The Associated Student Government last Wednesday tabled a constitutional amendment that would add eight senators to the student governing body.

A smaller group of senators has been working outside of meetings in a committee format to propose changes to the current constitution, which they presented at the general assembly meeting to pass.

Although Senator Elise Leonard, one of the bill’s sponsors, has repeatedly suggested during meetings and through email that any senators with questions or ideas for discussion come to her, the process during the Feb. 7 meeting was filled with clarification, as well as different ideas from senators not at the smaller meetings.

The main issue debated in this amended centered around how these senators should be spread between departments. A census of the number of students per department determines the number of senators per position; however, senators discussed whether combining or changing the categories that each senator represents would be useful.

Chris DeLeon

Senator Richard Nguyen proposed combining all music, performing arts and fine arts students under one umbrella, arguing that since the majors under each category are similar, they could be represented by a senator from any one of the arts programs.

Although many senators concurred with Nguyen in a straw poll vote, President Ben Linzey voiced multiple times that he was not comfortable with the change until he had at least spoken with the department heads of each separate department.

According to Linzey, if these programs were all combined under one senatorial position, it would be the only one in the whole Senate to encompass two separate departments, not simply multiple programs. All other positions represent one academic department, as listed by CMU.

Another point of contention in the debate regarded if the census system was the best way to decide on the number of senators. Student Trustee Beau Flores suggested that ASG follow the U.S. senatorial model and use two senators per department. Vice President Gabby Gile argued that ASG functioned more similarly to the U.S. House of Representatives, and believed the change to be unnecessary.

When Gile took a straw poll vote, however, the majority of senators sided with her to continue basing the number of senators on the census.

Finally, ASG discussed the proposed change from 26 senators to 34. While Leonard was in favor of this change, most senators seemed to view the increase as an unnecessary hassle, as it would cause an additional election.

Lauren Lipski | The Criterion

Since many of the issues discussed were contentious, bill sponsor and Senate Majority Leader Sam Gaasch said she would not friendly-amend the bill. A friendly amendment is a change made by a bill sponsor that is not voted upon by the Senate body. Gaasch said senators could bring up these changes as formal amendments to the bill if they felt strongly about them.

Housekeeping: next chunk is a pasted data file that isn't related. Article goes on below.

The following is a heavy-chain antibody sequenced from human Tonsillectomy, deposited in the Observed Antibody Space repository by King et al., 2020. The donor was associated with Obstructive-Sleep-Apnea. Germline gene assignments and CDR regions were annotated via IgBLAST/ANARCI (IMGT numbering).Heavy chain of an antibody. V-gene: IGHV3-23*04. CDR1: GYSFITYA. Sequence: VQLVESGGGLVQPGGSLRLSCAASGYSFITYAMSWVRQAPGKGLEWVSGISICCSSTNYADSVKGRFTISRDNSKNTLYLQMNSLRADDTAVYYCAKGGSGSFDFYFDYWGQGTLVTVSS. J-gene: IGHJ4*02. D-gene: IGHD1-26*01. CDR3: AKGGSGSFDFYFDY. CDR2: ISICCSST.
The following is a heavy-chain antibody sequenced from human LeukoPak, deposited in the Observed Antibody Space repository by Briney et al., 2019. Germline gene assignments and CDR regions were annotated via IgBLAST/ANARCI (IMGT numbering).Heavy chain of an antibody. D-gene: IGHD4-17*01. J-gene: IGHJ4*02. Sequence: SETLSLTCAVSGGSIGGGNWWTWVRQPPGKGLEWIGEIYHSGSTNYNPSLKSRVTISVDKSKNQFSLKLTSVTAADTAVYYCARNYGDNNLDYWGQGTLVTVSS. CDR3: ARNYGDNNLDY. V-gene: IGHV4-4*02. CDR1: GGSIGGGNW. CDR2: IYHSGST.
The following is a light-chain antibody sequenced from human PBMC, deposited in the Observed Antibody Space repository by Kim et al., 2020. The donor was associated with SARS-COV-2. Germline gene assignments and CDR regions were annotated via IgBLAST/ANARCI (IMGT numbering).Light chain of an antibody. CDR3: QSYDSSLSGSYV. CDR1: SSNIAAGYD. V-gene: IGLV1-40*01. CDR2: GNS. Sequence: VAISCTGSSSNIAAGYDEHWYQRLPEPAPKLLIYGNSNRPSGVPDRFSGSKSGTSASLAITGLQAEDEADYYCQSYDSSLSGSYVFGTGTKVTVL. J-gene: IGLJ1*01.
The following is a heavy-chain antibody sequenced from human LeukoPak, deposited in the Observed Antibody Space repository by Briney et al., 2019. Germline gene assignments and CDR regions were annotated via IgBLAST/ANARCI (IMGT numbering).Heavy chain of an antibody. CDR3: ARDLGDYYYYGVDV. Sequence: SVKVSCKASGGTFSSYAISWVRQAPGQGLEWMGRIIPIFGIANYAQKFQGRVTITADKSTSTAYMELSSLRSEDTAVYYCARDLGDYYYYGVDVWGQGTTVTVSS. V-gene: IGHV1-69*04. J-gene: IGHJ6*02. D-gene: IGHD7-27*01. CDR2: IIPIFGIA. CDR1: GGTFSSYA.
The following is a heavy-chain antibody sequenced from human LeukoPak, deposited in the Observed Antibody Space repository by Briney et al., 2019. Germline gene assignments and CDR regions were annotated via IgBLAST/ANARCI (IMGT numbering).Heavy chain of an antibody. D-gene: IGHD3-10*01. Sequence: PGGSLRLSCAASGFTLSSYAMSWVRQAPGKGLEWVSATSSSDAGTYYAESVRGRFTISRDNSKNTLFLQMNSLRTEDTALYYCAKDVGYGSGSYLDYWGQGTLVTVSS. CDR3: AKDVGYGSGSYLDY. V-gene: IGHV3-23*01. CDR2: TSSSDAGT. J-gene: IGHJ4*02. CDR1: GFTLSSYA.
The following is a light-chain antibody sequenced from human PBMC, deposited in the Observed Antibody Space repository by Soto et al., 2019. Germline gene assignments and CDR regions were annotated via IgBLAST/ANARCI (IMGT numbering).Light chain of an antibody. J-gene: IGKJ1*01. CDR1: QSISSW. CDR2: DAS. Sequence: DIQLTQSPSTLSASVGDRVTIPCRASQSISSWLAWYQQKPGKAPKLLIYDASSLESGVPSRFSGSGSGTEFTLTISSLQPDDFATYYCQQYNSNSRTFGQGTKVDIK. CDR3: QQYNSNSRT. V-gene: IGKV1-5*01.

Senator Jeff Vela suggested tabling the bill until next week since he felt senators were not prepared and there was still too much work to be done before voting. Leonard disagreed, stating that it was important to wrap up the amendment process and that she had given ample opportunity to anyone with questions or concerns to approach her before today.

After a tie vote on whether or not to table the bill, Gile broke the tie in favor of tabling the bill, also stating that there was too much work to do.

ASG will see both this bill, and the second constitutional amendment which they also tabled, during their Feb. 14 meeting next week.

In other action:

  • ASG allocated $450 to purchase wristbands to give to students for their participation in the nomination process of the spring MavAwards. Although Nguyen suggested another item, such as stickers, ASG passed the bill as written, with one vote against and one abstention.
  • ASG allocated $1,010 from RNCF to send four students from the Sociology Club to the Pacific Sociological Conference in California. Although Nguyen and Gaasch advocated for a cheaper hotel, ASG passed the bill unanimously as written.
  • ASG allocated $1,930.72 from RNCF to send 24 students from the Psychology Club to the Rocky Mountain Psychological Association Conference in Denver, Colo. After a thorough presentation, no questions and no discussion, the bill passed unanimously.
  • ASG  appointed Dillon Paningsoro to fill the vacant position of minority senator. Senators, especially Vela, were impressed with Pangingsoro’s experience with Mesa Experience, club baseball and as a participant in the biennial process. After personal recommendations from Gaasch and Vela, Paningsoro was approved unanimously.
Previous articleLove your role or don’t sign up
Next articleYou need baseball
Lauren Lipski
Lauren Lipski is a senior at Colorado Mesa University serving as The Criterion's managing editor for the 2017/2018 school year. She is also majoring in English literature, English writing and Hispanic studies. She also served as the managing editor of Pinyon, CMU's poetry magazine. Upon graduation in May 2018, she plans to pursue graduate studies in writing and publishing.


Please enter your comment!
Please enter your name here